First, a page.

SCF is a fortune 500 best practice.
For the past 15 years, Supply Chain Finance has become a Fortune 500 best practice. As supply chains become more and more digitally oriented, more and more Fortune 500 manufacturers, distributors and retailers implement SCF.
In recent years, companies like Walmart, Lowes, Cargill and others launched a SCF program to help their vendors cope with extended payment terms.
Why is SCF so common among fortune 500s?
A combination of three factors:
1. A ‘no-brainer’ value proposition: A free working capital boost. Here’s how it works.
2. Quick, easy implementation: SCF does not require a heavy ERP implementation, and the vendor communication is done by the SCF provider, eliminating this friction from the buyer’s shoulders.
3. Because they can! Unlike their midcap peers, Fortune 500s are offered SCF by their relationship banks. Today, only the largest banks (Bank of America, Wells Fargo, Citi, JP Morgan and a few others) have a digital SCF solution.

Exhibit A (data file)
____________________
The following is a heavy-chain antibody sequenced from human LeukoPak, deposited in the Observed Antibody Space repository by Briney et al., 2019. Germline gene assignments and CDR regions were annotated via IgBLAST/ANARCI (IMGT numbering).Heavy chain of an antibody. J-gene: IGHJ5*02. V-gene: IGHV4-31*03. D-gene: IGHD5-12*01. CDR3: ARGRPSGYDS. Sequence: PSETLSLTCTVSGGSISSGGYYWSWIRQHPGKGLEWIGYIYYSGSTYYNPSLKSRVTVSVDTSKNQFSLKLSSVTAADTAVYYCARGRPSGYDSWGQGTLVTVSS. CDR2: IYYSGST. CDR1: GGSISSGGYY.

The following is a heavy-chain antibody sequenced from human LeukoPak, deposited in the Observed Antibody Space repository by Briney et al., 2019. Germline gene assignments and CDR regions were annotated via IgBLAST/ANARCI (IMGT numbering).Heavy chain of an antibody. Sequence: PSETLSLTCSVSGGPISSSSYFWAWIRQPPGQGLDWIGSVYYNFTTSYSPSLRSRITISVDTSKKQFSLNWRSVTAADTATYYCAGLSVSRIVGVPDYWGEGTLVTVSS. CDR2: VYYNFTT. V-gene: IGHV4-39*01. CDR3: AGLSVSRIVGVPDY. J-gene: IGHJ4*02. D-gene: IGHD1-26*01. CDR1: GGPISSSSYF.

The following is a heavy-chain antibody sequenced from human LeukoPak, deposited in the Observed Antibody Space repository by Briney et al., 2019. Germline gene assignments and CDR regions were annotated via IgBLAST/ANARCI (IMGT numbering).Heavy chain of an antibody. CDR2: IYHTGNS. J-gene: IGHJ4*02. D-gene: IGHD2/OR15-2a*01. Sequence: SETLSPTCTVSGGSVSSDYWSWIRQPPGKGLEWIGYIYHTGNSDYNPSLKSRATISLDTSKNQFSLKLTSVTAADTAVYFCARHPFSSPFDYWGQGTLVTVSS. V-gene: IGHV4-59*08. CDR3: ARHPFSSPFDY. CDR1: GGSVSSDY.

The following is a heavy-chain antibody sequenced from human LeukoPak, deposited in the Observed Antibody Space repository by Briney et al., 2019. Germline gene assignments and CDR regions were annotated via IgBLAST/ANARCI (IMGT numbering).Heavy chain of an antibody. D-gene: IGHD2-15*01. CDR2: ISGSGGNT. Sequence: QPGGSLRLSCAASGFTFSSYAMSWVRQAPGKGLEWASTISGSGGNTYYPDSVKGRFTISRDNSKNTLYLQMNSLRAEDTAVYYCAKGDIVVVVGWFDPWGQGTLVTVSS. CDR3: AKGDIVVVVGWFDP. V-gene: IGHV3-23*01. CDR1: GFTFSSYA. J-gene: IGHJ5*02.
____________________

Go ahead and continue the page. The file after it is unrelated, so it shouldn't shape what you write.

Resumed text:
What is the impact of SCF being so common with the global giants?
Fortune 500s that introduce SCF programs to their vendors typically stretch payment terms.
When a Fortune 500’s midcap vendor try to stretch / extend terms with its own vendors to balance its own working capital stress, SCF is not available to it in order to reduce friction from their vendors. This is because the largest banks that have a digital SCF platform do not offer it to midcap clients, while the smaller banks that focus on midcaps, do not have a digital SCF platform at all.
As a result, the capital efficiency created by SCF does not drill down to the smaller companies!
This is what Quartix solves.
What does Quartix do?
Quartix offers an SCF proposition that’s tailored to the middle-market (midcap) space — companies with sales between $75M-$5B. With Quartix, midcap buyers, and their vendors, may boost their financial performance via a fully digital platform that interfaces with most commercial ERP systems.